A couple weeks back I was considering writing a piece defending, praising even, Warren Moon and Daryl Johnston. Both Moon and Johnston are better this season. Better. Both are likable and bumbling and down home and incompetent enough that you kind of root for them like you root for any underdog.
Moon is making fewer "Earl Cooper" slip ups this preseason. He has sounded impatient with Curt Menefee at times, as if the trained broadcaster is the weak link. That's intolerable on Menefee's part. Moon retired into the position of broadcasting; Menefee is theoretically the best of the best. He is a professional broadcaster and among the most successful professional broadcasters in America. Moon is a Hall of Fame enshrined quarterback. He gets by on reputation alone.
I did not write that post because why bother? At best it would be halfhearted. At best it would be a forum for others to rag on Moon and Menefee and Johnston's glaring incompetence. Why bother?
In that sense, there is not much more to say on the subject. Broadcasters routinely misapply credit or blame and mess up names and prattle to the point of being a distraction, but the subject is dead because the worst are not much worse than the normal, and when the normal is terrifically bad, terrifically bad is the standard. Is Menefee much worse than Joe Buck? Is Joe Buck not paid millions for whatever it is he does? Is there reason to remind you that TV is crappy, life unfair and money changed hands among the moneyed?
Which is why I implore you to find a broadcast with Mike Mayock in the booth. He worked the Vikings half of the broadcast and I downloaded a copy just to hear him color commentate. He is taking on the same gig for Notre Dame this fall and though the Irish play curdlingly bad football, find ways to tune in. Yes, the cult of Mayock grows tiresome, and, no, everything he says isn't spun gold. Eventually, if he continues as a draft expert, he will amass a list of famous failures and be lumped in with Kiper and McShay.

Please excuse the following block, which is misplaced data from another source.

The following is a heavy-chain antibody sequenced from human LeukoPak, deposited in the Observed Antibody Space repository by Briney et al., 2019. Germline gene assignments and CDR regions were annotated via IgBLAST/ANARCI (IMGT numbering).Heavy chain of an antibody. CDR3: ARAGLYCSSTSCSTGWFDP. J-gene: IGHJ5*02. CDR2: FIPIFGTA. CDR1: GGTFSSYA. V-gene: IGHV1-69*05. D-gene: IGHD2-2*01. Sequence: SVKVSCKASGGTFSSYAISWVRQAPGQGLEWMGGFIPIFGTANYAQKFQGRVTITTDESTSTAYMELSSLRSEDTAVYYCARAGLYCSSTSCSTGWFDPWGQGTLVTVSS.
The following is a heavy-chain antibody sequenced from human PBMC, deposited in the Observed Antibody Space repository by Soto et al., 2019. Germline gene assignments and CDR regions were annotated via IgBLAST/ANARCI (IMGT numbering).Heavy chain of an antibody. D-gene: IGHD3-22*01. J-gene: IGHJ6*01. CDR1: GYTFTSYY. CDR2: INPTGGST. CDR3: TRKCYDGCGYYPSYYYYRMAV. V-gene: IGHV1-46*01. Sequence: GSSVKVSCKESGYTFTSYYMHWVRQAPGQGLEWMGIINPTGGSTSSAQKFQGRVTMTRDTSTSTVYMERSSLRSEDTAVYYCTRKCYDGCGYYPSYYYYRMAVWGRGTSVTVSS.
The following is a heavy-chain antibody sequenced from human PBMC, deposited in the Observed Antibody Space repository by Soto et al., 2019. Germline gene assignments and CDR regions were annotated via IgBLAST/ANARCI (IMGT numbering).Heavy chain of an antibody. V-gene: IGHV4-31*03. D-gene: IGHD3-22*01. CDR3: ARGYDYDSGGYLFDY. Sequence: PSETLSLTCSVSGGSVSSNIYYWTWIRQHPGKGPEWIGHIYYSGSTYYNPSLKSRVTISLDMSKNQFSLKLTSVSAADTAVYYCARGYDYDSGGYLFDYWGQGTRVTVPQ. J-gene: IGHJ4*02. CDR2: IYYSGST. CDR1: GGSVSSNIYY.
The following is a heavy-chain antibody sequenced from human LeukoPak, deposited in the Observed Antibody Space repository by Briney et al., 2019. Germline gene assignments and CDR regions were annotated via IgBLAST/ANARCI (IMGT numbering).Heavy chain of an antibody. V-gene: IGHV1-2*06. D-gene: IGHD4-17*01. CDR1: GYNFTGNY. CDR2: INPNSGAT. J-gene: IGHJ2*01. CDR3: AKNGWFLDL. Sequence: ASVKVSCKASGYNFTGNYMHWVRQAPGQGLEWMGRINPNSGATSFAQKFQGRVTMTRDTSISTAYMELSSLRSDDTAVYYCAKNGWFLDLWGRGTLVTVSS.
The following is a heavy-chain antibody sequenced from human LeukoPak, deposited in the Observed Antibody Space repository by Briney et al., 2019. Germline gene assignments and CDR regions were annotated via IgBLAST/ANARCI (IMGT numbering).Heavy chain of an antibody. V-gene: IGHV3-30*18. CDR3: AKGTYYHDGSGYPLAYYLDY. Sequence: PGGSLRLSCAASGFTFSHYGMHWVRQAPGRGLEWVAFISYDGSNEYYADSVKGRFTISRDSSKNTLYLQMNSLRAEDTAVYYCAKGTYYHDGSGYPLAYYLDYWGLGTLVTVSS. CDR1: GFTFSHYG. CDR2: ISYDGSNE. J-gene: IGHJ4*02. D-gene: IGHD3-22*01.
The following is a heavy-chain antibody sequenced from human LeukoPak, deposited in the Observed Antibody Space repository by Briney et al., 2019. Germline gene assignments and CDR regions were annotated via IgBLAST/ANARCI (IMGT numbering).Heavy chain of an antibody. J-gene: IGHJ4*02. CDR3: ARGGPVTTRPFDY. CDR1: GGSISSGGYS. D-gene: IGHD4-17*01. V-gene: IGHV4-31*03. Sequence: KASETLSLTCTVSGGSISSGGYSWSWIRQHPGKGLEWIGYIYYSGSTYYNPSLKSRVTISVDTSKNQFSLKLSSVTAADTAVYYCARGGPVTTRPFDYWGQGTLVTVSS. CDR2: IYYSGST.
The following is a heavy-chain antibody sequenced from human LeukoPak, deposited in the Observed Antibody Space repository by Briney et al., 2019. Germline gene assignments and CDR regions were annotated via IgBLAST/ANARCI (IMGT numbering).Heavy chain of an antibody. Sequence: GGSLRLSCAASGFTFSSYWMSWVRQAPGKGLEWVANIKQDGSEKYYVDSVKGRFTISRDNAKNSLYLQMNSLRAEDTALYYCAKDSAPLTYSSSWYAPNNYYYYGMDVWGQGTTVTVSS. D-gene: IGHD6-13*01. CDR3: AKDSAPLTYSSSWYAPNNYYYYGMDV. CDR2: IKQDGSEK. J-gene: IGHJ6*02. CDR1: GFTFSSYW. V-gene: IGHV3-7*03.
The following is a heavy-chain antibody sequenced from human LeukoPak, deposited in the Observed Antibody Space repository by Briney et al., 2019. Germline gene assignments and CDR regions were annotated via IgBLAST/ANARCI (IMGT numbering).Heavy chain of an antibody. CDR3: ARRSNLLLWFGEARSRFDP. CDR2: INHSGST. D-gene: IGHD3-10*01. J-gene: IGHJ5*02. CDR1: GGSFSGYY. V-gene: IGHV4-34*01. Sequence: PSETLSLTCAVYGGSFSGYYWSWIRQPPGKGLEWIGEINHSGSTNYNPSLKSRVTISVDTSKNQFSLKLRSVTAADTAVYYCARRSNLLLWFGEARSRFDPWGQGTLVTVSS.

It doesn't matter.
Mayock is knowledgeable, incisive and able to communicate complex ideas in simple language. I may not need the Cover 3 explained to me, but when a commentator can apply the concept of a Cover 3 onto an actual play, describe the coverage's strengths and weaknesses and different players' assignments and responsibilities in real time, it enriches the broadcast.
Aye, enriches the broadcast--isn't that what commentators are supposed to do?
Supporting Mayock is supporting intelligent analysis. Mayock is such an outlier among his peers that you can understand how people kind of flip out about him. He is to commentating what The Simpsons was to sitcoms: proof that something meaningful and intelligent can be done within a form that has grown stale, stupefying and stultifying.